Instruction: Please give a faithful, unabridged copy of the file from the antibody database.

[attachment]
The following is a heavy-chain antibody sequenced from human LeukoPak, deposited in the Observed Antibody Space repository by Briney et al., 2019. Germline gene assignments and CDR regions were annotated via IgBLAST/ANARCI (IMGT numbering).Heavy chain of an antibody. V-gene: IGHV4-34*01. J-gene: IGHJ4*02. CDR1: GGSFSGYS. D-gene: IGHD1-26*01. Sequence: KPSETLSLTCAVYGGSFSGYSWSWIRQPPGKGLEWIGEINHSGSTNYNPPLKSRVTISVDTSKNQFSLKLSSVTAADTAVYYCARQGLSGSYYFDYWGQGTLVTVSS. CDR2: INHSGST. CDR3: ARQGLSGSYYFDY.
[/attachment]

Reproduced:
The following is a heavy-chain antibody sequenced from human LeukoPak, deposited in the Observed Antibody Space repository by Briney et al., 2019. Germline gene assignments and CDR regions were annotated via IgBLAST/ANARCI (IMGT numbering).Heavy chain of an antibody. V-gene: IGHV4-34*01. J-gene: IGHJ4*02. CDR1: GGSFSGYS. D-gene: IGHD1-26*01. Sequence: KPSETLSLTCAVYGGSFSGYSWSWIRQPPGKGLEWIGEINHSGSTNYNPPLKSRVTISVDTSKNQFSLKLSSVTAADTAVYYCARQGLSGSYYFDYWGQGTLVTVSS. CDR2: INHSGST. CDR3: ARQGLSGSYYFDY.